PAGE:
Driving school

Is it illegal to eat while driving in Indiana?

We have all done it. Heck, I redid it a few days ago. We’re running errands or it’s time for our lunch break, so we leave the office, drive through a fast food drive-thru, have a combo meal, and instead of waiting until we get home home or back to the office (you don’t want it to be cold, do you?), we reach into the bag and take what we ordered. Then the real fun begins. We take both hands off the wheel while cruising 50 miles per hour down the road and try to keep the car between the lines while steering with one knee so we can unwrap our sandwich and start swallowing. There’s also the added thrill of a game I like to call, “Can I eat this burrito without getting some on my pants?” But, by doing this, are we breaking an Indiana law?

Is it illegal to eat and drive in Indiana?

Technically, no. By that I mean there is no law written in the books that you cannot eat while driving a moving vehicle. So technically you could eat a Thanksgiving meal on your lap while cruising down the highway if you wanted to. I don’t recommend it, but you could do it and there’s nothing a law enforcement officer could do about it.

Now, although eating and driving aren’t against the law, if it affects how you maintain control of your vehicle, that’s how you might see red and blue lights in your rearview mirror.

According to The Barnes Firm, citing a study by the National Highway Traffic and Safety Administration, a driver is three times more likely to be involved in a crash while eating or drinking, and eating or drinking while driving increases the risk of having a car accident. by 80%.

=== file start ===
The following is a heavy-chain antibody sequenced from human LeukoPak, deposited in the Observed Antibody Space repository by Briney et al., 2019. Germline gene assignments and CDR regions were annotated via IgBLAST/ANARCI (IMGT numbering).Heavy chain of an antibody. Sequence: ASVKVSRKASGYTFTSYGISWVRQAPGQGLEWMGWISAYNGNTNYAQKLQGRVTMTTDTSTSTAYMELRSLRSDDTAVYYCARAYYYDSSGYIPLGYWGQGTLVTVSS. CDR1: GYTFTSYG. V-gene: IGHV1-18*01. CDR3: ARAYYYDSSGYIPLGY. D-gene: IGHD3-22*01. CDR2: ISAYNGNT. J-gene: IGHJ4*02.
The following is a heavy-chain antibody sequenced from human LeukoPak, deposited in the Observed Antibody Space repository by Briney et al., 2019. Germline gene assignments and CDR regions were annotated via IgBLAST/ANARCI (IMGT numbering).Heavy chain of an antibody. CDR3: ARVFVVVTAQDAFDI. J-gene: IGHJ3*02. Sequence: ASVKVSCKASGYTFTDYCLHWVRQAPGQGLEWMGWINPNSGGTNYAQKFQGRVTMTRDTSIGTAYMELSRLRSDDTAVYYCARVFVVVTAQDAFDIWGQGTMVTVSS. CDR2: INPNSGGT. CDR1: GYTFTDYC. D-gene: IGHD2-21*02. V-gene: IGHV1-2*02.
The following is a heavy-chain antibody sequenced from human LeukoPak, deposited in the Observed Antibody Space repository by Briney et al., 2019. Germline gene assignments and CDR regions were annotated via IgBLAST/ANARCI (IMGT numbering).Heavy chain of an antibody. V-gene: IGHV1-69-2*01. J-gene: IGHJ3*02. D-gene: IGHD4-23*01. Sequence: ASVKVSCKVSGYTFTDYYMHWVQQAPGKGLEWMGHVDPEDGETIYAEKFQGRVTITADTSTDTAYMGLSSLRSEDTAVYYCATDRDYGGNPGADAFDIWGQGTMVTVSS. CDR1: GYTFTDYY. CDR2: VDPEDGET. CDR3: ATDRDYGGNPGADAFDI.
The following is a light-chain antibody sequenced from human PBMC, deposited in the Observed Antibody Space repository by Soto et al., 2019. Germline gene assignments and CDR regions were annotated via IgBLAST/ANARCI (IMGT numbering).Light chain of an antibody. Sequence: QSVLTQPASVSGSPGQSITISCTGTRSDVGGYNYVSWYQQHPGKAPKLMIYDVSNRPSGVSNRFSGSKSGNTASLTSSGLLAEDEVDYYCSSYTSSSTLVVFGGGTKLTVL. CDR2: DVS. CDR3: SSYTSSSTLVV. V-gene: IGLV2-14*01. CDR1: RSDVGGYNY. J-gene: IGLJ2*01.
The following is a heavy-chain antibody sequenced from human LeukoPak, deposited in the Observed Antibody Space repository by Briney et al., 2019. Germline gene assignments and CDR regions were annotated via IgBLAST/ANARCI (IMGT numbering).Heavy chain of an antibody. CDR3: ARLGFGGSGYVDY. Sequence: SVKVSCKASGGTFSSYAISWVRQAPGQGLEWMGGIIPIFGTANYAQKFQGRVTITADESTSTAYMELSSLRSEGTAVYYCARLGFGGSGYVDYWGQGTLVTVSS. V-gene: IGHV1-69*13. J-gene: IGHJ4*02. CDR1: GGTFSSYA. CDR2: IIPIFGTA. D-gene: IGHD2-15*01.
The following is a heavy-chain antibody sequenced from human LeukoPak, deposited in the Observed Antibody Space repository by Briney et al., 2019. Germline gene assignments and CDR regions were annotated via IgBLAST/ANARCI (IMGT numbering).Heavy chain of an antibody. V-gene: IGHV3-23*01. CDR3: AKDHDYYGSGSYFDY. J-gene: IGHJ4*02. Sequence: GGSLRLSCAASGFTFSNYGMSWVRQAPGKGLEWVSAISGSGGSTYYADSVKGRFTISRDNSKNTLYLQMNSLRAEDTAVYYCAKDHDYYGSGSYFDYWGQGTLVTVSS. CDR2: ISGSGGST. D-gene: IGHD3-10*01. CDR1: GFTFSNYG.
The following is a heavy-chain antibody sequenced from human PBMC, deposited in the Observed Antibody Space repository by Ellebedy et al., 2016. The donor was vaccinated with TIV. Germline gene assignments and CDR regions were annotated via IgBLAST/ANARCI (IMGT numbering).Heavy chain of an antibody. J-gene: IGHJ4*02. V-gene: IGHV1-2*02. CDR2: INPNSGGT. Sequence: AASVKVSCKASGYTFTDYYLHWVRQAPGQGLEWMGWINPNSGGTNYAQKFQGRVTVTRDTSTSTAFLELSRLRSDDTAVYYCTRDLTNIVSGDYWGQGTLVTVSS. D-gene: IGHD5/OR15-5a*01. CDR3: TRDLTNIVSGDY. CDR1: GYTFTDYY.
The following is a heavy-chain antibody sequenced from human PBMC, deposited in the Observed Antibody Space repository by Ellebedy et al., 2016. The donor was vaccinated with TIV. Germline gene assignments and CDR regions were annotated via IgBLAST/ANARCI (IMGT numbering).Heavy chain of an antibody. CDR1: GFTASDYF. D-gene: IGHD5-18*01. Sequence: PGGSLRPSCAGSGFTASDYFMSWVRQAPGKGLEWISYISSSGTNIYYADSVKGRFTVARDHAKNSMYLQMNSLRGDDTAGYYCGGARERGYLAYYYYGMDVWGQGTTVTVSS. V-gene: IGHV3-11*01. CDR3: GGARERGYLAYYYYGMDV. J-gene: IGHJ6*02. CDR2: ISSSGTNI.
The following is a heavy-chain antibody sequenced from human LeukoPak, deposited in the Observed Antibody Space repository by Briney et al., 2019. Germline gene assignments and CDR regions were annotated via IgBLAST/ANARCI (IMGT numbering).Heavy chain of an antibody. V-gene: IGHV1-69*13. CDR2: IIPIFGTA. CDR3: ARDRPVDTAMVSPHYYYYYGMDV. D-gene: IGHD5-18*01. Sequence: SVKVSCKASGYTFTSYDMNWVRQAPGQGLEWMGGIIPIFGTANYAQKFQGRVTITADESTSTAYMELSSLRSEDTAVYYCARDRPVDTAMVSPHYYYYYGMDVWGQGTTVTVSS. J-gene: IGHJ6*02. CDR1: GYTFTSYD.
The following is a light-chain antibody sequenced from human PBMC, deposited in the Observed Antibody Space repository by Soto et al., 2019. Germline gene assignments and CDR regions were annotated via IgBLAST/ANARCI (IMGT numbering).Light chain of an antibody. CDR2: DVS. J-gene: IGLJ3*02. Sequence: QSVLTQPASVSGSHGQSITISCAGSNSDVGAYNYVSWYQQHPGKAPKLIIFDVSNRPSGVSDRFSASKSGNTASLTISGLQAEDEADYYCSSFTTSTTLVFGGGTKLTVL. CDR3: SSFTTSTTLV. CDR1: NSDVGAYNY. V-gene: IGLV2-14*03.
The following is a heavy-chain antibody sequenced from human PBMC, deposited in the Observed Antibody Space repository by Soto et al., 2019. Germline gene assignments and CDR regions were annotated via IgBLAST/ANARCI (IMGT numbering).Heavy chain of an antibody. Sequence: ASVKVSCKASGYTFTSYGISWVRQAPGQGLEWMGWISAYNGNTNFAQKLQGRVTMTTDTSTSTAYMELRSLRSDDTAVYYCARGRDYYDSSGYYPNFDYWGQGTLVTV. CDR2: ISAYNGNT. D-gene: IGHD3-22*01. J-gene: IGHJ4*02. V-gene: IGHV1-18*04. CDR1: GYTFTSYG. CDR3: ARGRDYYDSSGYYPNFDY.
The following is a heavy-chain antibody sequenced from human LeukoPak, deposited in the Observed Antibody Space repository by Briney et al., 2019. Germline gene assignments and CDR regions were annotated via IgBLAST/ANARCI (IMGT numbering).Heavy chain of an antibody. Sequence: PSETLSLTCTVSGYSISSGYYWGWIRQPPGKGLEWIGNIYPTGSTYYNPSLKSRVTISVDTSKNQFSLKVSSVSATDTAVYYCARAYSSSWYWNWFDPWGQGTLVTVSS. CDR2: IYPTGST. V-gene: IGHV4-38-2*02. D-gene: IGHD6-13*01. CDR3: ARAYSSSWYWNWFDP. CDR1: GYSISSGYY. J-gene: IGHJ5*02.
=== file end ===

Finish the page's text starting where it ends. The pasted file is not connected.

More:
Indiana Distracted Driving Laws

Here’s how Indiana defines distracted driving:

Distracted driving is any non-driving activity that a motorist engages in that has the potential to distract them from the primary task of driving.

The state goes on to list a variety of activities that could cause a driver to lose sight of their primary responsibility while behind the wheel – to operate it safely. The list includes using a cell phone (Indiana is a “hands-free” state), talking to passengers, personal grooming and, yes, eating.

So feel free to try a combo meal before heading back to the office or the next stop on your shopping list, but be aware that if it causes you to struggle to keep your car between the lines or cause an accident, it could turn out to be a very expensive meal.

[Sources: The Barnes Firm / IN.gov]

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